COVID-19 has helped to rapidly expand digital financial services which can benefit of low-income households and small firms. Inclusive banks are those focused on financial inclusion – delivering financial services at affordable costs to disadvantaged and low-income sections of society.
This pandemic could be a game-changer for digital financial services. Low-income households and small firms can benefit greatly from advances in mobile money, fintech services, and online banking. Financial inclusion as a result of digital financial services can also boost economic growth. While the pandemic is set to increase use of these services, it has also posed challenges for the growth of the industry’s smaller players and highlighted unequal access to digital infrastructure.
The shift towards digital financial services was already helping societies advance financial inclusion before the pandemic started, benefiting many low-income households and small firms with typically little access to traditional financial institutions. Lockdowns and social distancing are accelerating the use of digital financial services. As it referenced surges in mobile phone penetration being an opportunity to extend financial services widely, reaching underserved communities.
Indeed, smartphone use is expected to hit 74% in the Middle East and Africa by 2025.
Where the technology comes in:
Advanced banking technology will be required for inclusive banks to harness these new opportunities for financial inclusion. Of particular importance is Cloud computing and the Software as a Service (SaaS) delivery model.
Cloud and SaaS present an alternative way of running a bank’s IT infrastructure. Core banking and/or the digital front office operates on a public or private Cloud rather than on physical infrastructure in the bank’s premises. Banks pay a subscription to access the solutions.
Both Cloud and SaaS carries lower infrastructure costs, they allow products to be created, delivered and changed faster, and they offer immense resilience, scalability and security. Cloud-based SaaS platforms are also continuously updated, meaning banks benefit from the latest innovations.
Cloud and SaaS adoption will be key to future success in inclusive banking for these three major reasons:
1) It is a hyper-efficient model, largely in terms of cost
Cloud and SaaS offers a hyper-efficient cost model that allows banks to move away from a large capital expenditure (Cap Ex), where there is a need for expensive up-front investments in IT. It also avoids high ongoing costs associated with maintaining ageing “spaghetti software” infrastructure or running data centres in-house.
Cloud and SaaS have an operational expenditure (Op Ex) model which requires a much smaller, monthly subscription.
This is very important given the uniquely challenging environment banks operate in today. Low interest rates are impacting profitability, and fueling the need for new products.
2) Its elastic scalability makes inclusive banking manageable and efficient.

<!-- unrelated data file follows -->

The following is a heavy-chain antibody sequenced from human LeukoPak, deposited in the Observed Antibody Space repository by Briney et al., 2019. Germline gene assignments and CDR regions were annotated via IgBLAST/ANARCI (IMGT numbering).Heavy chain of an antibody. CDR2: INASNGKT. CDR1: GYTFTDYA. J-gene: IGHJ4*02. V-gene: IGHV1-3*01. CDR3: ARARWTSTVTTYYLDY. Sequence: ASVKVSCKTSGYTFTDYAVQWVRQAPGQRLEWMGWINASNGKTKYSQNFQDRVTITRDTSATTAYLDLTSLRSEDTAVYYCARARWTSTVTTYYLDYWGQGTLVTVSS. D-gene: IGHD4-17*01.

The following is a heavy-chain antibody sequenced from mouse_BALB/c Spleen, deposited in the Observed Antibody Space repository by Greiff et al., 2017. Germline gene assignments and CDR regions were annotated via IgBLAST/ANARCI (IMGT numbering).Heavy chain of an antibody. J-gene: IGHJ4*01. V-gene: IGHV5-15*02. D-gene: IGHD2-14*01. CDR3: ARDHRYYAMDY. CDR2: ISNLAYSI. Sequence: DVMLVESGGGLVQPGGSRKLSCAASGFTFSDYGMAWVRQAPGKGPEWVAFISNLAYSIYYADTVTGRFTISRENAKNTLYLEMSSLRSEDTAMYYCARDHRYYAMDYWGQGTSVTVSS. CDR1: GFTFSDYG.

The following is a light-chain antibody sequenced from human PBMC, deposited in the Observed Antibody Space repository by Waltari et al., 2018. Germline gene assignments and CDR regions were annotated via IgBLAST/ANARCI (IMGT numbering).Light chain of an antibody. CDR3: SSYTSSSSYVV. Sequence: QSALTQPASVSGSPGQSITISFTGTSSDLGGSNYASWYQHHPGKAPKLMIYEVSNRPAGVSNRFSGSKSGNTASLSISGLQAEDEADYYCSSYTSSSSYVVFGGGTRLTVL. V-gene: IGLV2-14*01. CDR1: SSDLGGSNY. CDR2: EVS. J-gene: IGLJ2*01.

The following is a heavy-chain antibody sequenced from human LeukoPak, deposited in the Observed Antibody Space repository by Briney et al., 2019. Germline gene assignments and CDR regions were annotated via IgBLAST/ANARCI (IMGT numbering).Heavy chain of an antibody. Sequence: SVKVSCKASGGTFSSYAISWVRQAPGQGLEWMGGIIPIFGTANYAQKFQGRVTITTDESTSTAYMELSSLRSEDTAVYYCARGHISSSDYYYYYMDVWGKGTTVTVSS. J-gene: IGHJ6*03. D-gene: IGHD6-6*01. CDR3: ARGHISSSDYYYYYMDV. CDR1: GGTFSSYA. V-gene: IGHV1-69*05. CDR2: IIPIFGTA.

With inclusive banking, you don’t have to maintain an infrastructure that has capacity for your maximum possible need all the time.
Take mobile banking as an example of why this is important. Mobile banking presents inclusive banks with an opportunity to grow at a rapid pace. Orange Bank in West Africa — a partnership between Orange and Bancassurance company NSIA — has an aim of attracting 10 million customers in Senegal, Mali, Burkina Faso and the Ivory Coast in the next five years.
Accommodating these ambitions by upgrading on-site IT infrastructure would require major — and most likely prohibitive — capital investment. Cloud and SaaS technology is ‘scalable’: its capacity grows with the business. And consumption-based pricing means you only pay for what you use.
In addition, while other banking channels tend to have ‘peaks’ at certain times of the day, our mobiles are with us 24/7. Cloud and SaaS is particularly suited to this model as it has ‘elasticity’; it can expand its capacity to accommodate peak periods and shrink in the quieter times. Meeting this capacity through traditional on-premise systems would require a costly overprovision.
3) It helps along financial inclusion in the developed world too
With financial exclusion far from limited to emerging regions — some 6.5% of households in the US are unbanked and 16% underbanked — Cloud and SaaS can go a long way towards supporting inclusive banks in the developed world too.
The current economic crisis has made millions more financially vulnerable. And because Cloud and SaaS solutions allow new products to be tailored to customer needs and brought to market quickly, they have helped banks to step up for their customers in these tough times.
The Cloud has cleared
In the past, banks were reluctant to move to Cloud because of concerns over security and privacy. Regulators have also been sceptical because of the potential posed by Cloud for aggregated risk. However, these issues have been addressed in recent years.
Cloud is now seen as just as secure, if not more so, than on-premise. It is also equally as resilient.
Today’s advances in digital technology are a once-in-a-generation opportunity for banking. As the International Monetary Fund (IMF) suggests, this includes the chance for inclusive banks to extend financial inclusion on an epic scale. It’s a challenging environment for inclusive banks, but technologies like Cloud and SaaS are there to help them make a huge difference.